Manteia Predictive Medicine

Why was Manteia Important?

There are three main components to the sequencing approach used by Illumina, originally developed by Solexa in 2004:

  • Sequencing-by-synthesis (detection of nucleotides incorporated by a polymerase)
  • Reversibly terminated, labelled nucleotides
  • Cluster generation through bridge amplification.

The general concept of sequencing-by-synthesis had been around since at least 1989.

Reversible terminators, in particular the 3′-O-Azidomethyl terminators used by Solexa were originally reported in 1991. Solexa modified these to incorporate a cleavable fluorescent label.

That leaves one final missing piece, cluster generation. Without an amplification approach Solexa would have had to use single molecule detection. Single molecule detection was significantly harder in the late 1990s. And even now, single molecule sequencing shows error rates significantly higher than achievable with clonal approaches.

Solexa acquired this technology from Swiss startup Manteia Predictive Medicine for, at an estimate, 1.5M USD [1]. This is a shockingly low price for a technology now foundational to a billion dollar market… but reports suggest that Manteia owner Serono had lost strategic interest in sequencing, which may explain the low acquisition price.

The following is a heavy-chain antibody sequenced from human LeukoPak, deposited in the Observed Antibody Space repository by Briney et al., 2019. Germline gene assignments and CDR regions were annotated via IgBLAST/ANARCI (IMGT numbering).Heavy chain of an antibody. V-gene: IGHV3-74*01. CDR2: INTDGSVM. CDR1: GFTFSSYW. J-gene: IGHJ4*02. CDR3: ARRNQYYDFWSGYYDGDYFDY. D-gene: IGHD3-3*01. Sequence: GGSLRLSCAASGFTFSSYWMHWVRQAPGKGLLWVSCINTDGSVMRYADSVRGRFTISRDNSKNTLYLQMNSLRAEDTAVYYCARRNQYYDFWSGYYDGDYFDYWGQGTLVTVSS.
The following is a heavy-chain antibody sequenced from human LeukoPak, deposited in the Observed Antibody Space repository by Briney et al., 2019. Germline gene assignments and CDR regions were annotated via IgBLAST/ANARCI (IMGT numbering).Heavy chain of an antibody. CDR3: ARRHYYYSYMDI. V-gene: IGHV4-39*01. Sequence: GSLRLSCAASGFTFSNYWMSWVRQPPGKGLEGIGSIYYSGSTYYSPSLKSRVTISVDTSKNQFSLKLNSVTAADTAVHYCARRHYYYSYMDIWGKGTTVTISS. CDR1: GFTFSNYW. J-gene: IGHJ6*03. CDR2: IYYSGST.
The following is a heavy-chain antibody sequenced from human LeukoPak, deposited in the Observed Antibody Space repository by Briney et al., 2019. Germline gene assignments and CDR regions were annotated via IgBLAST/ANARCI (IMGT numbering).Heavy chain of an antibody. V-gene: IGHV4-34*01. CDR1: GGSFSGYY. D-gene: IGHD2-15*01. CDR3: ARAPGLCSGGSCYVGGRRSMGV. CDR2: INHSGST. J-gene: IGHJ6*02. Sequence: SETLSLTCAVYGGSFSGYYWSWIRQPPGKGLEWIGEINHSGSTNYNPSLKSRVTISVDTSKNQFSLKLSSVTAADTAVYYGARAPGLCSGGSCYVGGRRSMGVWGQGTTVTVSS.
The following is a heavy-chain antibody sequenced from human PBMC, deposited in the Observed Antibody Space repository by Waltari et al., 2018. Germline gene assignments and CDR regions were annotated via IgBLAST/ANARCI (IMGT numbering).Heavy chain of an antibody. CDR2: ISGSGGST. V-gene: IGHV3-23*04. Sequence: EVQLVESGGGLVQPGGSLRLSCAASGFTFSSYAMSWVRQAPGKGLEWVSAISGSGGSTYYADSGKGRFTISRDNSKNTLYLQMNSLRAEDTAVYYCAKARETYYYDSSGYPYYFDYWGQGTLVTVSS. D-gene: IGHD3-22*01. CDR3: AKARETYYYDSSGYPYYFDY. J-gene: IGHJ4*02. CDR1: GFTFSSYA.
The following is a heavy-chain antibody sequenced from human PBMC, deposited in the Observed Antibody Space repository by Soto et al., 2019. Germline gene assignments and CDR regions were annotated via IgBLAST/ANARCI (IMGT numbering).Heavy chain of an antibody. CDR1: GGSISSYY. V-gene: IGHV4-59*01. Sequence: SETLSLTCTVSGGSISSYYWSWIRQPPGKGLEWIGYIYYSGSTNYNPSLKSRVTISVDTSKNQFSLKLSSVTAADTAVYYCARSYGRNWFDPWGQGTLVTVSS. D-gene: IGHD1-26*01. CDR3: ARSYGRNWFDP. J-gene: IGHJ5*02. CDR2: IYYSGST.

What was Manteia?

Manteia was a spin out of Serono, founded by Dr Pascal Mayer. They appear to have been pretty forward thinking, and were part of a small crop on next-gen sequencing startups that appeared in the late 1990s (there are now over 40).

Most of the technical information here, comes from a couple of presentations on slideshare [2] [3]. But there’s also ample information in their patent filings.

The basic approach suggested by Manteia, is pretty familiar, amplify single molecules on a solid surface, and sequence.

And indeed, the bridge amplification approach described, closely matches that presented by Illumina today:

Bridge Amplification – From Manteia Presentation [2]
Bridge Amplification from Illumina.

The image also very look very much like those from early genome analyzer 1 and 2 instruments. In fact look pretty similar to today’s Miseq images. In fact, Manteia images look slightly cleaner. Reflect the fact they they used a single channel chemistry, showing no crosstalk.

Manteia (left) and Miseq (right) images.

The Manteia sequencing approach was far different than that used by Solexa however. While Manteia were also proposing sequencing-by-synthesis, this presentation doesn’t show fluorophores being cleaved. In fact, it look like the dyes stay attached, and signal is ever increasing.

Manteia sequencing schematic.

Manteia would therefore have had to detect stepwise increases in signal. The chemistry appears to lack reversible terminators. Homopolyers would therefore cause larger jumps in signal intensity. Precise determination of homopolymer length would probably have been difficult, a problem that still exists in some approaches (Ion Torrent).

As for Illumina sequencing, phasing (clusters getting out of sync as they fail to incorporate) would be an issue. But the lack of reversible terminators makes phasing errors harder to compensate for algorithmically.